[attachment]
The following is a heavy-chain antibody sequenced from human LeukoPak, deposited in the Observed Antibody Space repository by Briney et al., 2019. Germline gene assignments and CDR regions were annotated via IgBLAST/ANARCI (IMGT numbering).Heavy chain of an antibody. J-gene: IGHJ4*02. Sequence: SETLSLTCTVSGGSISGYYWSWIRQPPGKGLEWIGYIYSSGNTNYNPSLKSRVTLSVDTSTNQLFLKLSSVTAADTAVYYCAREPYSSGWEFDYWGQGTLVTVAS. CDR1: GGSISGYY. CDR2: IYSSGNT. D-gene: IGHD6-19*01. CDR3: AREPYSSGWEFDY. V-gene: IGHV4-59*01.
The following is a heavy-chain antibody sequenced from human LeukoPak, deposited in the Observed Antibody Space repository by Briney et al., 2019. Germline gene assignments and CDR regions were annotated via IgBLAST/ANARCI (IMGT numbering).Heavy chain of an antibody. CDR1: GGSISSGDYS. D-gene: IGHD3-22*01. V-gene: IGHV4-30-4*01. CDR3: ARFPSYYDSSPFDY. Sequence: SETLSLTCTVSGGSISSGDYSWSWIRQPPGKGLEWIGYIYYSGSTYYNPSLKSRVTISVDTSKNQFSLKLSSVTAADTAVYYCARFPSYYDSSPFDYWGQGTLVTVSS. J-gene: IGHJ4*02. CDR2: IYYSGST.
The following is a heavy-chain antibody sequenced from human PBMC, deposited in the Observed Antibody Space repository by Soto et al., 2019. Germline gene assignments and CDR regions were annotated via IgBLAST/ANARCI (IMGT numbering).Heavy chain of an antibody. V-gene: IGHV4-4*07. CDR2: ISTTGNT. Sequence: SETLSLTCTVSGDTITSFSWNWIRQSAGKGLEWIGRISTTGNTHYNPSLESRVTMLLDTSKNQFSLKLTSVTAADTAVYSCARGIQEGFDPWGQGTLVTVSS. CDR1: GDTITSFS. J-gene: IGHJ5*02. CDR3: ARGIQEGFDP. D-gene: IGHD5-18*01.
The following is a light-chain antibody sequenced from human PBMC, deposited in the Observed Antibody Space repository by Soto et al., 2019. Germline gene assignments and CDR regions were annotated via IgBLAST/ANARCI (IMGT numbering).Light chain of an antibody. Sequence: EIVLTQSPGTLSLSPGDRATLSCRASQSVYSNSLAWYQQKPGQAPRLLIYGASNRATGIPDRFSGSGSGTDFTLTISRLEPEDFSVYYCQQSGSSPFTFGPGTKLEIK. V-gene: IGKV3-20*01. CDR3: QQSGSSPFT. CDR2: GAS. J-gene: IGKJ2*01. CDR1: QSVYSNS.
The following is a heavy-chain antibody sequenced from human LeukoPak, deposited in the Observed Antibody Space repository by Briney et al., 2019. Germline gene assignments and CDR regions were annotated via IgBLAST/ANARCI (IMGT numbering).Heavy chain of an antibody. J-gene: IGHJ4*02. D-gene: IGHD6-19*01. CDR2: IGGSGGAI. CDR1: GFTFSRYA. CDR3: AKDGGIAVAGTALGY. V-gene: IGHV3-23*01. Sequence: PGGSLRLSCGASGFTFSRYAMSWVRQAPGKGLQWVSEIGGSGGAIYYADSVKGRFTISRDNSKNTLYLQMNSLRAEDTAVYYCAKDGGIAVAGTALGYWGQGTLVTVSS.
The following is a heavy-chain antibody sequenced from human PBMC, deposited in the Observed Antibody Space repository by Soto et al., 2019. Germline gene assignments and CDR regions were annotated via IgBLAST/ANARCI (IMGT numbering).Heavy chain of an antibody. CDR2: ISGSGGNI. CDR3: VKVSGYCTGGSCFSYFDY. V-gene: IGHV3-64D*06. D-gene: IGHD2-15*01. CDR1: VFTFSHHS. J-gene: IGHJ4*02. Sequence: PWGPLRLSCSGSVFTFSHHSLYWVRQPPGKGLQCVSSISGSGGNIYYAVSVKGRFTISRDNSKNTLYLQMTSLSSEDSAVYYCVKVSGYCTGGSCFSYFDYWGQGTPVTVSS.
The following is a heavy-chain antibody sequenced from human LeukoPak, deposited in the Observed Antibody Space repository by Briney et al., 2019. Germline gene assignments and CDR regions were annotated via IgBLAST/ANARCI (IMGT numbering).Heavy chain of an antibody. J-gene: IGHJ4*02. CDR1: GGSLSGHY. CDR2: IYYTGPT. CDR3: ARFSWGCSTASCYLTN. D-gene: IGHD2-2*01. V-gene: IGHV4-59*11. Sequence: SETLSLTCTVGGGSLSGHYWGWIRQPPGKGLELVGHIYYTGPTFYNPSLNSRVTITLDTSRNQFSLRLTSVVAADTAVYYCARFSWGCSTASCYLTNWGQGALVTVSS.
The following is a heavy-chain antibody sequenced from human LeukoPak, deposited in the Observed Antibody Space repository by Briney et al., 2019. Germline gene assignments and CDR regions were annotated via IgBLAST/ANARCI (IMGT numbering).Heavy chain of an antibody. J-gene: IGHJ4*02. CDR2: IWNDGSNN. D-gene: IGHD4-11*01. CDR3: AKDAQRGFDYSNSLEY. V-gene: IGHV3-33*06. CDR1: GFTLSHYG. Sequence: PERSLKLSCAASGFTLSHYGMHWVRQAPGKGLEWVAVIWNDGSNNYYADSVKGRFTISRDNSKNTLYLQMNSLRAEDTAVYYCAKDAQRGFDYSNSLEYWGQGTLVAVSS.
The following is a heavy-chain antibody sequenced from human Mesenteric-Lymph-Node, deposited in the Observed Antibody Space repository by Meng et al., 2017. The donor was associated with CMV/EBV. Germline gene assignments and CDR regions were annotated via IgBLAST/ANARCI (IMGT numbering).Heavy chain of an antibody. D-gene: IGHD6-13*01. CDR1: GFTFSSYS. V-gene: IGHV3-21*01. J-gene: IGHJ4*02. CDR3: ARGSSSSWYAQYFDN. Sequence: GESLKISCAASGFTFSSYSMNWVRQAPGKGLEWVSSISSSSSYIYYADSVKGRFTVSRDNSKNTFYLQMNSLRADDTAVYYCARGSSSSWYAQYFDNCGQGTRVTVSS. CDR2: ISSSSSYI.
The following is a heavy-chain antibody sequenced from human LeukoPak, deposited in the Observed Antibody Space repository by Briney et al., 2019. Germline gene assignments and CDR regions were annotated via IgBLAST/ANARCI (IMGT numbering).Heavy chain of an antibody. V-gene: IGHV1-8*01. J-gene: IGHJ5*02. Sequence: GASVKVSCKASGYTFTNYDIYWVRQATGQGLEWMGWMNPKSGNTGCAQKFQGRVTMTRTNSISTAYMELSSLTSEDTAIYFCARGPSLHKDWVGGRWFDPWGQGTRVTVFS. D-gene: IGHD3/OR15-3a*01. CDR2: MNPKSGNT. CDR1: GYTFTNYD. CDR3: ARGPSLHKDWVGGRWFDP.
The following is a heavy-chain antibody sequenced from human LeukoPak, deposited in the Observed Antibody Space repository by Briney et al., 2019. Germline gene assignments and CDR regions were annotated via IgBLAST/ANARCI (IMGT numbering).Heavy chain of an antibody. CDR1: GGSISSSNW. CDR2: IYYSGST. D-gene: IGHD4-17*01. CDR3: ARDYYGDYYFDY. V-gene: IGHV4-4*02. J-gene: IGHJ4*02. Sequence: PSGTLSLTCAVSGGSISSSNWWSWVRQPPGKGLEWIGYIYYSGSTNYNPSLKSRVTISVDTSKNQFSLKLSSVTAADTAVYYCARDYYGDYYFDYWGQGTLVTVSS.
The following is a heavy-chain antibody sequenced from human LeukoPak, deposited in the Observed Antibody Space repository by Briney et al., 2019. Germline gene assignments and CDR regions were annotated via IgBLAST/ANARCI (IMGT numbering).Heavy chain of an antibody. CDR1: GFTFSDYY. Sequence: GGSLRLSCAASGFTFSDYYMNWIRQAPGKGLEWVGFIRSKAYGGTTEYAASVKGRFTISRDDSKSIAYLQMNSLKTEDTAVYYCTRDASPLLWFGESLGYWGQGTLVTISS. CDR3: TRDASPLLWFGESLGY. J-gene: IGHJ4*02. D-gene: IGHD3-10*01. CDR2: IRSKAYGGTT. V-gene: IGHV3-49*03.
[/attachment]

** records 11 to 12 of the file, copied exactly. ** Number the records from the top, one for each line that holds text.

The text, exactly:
The following is a heavy-chain antibody sequenced from human LeukoPak, deposited in the Observed Antibody Space repository by Briney et al., 2019. Germline gene assignments and CDR regions were annotated via IgBLAST/ANARCI (IMGT numbering).Heavy chain of an antibody. CDR1: GGSISSSNW. CDR2: IYYSGST. D-gene: IGHD4-17*01. CDR3: ARDYYGDYYFDY. V-gene: IGHV4-4*02. J-gene: IGHJ4*02. Sequence: PSGTLSLTCAVSGGSISSSNWWSWVRQPPGKGLEWIGYIYYSGSTNYNPSLKSRVTISVDTSKNQFSLKLSSVTAADTAVYYCARDYYGDYYFDYWGQGTLVTVSS.
The following is a heavy-chain antibody sequenced from human LeukoPak, deposited in the Observed Antibody Space repository by Briney et al., 2019. Germline gene assignments and CDR regions were annotated via IgBLAST/ANARCI (IMGT numbering).Heavy chain of an antibody. CDR1: GFTFSDYY. Sequence: GGSLRLSCAASGFTFSDYYMNWIRQAPGKGLEWVGFIRSKAYGGTTEYAASVKGRFTISRDDSKSIAYLQMNSLKTEDTAVYYCTRDASPLLWFGESLGYWGQGTLVTISS. CDR3: TRDASPLLWFGESLGY. J-gene: IGHJ4*02. D-gene: IGHD3-10*01. CDR2: IRSKAYGGTT. V-gene: IGHV3-49*03.